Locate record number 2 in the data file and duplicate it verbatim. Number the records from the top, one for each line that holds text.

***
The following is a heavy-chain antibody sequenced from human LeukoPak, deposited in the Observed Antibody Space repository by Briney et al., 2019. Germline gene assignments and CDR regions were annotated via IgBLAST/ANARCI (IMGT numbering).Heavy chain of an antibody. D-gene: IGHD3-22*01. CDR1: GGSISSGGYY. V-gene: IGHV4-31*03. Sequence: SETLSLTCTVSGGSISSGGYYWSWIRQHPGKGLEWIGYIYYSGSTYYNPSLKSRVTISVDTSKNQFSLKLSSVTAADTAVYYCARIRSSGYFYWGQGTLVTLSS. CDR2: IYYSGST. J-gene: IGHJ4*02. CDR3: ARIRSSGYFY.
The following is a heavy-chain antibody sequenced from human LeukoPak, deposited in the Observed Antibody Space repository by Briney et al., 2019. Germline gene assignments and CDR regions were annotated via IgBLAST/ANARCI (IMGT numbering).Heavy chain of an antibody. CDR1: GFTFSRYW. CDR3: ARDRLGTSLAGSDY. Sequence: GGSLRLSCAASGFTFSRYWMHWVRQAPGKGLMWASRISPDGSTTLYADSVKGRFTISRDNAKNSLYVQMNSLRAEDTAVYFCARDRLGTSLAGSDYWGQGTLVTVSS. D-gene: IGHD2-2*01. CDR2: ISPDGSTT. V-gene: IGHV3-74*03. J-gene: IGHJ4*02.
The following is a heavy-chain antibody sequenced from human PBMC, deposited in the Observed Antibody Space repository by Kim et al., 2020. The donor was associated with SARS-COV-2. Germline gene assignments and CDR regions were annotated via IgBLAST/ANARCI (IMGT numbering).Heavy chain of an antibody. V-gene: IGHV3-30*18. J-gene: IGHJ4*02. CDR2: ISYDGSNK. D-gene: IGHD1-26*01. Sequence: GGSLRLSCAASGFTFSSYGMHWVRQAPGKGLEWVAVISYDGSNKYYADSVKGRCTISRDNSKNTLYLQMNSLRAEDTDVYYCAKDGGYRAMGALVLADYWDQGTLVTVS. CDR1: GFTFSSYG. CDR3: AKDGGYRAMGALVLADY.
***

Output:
The following is a heavy-chain antibody sequenced from human LeukoPak, deposited in the Observed Antibody Space repository by Briney et al., 2019. Germline gene assignments and CDR regions were annotated via IgBLAST/ANARCI (IMGT numbering).Heavy chain of an antibody. CDR1: GFTFSRYW. CDR3: ARDRLGTSLAGSDY. Sequence: GGSLRLSCAASGFTFSRYWMHWVRQAPGKGLMWASRISPDGSTTLYADSVKGRFTISRDNAKNSLYVQMNSLRAEDTAVYFCARDRLGTSLAGSDYWGQGTLVTVSS. D-gene: IGHD2-2*01. CDR2: ISPDGSTT. V-gene: IGHV3-74*03. J-gene: IGHJ4*02.